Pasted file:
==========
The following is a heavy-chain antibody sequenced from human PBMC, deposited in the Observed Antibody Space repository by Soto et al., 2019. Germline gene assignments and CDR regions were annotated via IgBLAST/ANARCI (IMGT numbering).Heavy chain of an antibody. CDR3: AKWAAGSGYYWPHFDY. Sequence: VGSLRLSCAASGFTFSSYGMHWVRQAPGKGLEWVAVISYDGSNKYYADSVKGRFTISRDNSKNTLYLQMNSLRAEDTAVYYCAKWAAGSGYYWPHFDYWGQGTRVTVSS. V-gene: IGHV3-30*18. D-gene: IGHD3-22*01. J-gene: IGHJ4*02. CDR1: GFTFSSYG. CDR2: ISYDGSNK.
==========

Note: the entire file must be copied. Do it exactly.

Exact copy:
The following is a heavy-chain antibody sequenced from human PBMC, deposited in the Observed Antibody Space repository by Soto et al., 2019. Germline gene assignments and CDR regions were annotated via IgBLAST/ANARCI (IMGT numbering).Heavy chain of an antibody. CDR3: AKWAAGSGYYWPHFDY. Sequence: VGSLRLSCAASGFTFSSYGMHWVRQAPGKGLEWVAVISYDGSNKYYADSVKGRFTISRDNSKNTLYLQMNSLRAEDTAVYYCAKWAAGSGYYWPHFDYWGQGTRVTVSS. V-gene: IGHV3-30*18. D-gene: IGHD3-22*01. J-gene: IGHJ4*02. CDR1: GFTFSSYG. CDR2: ISYDGSNK.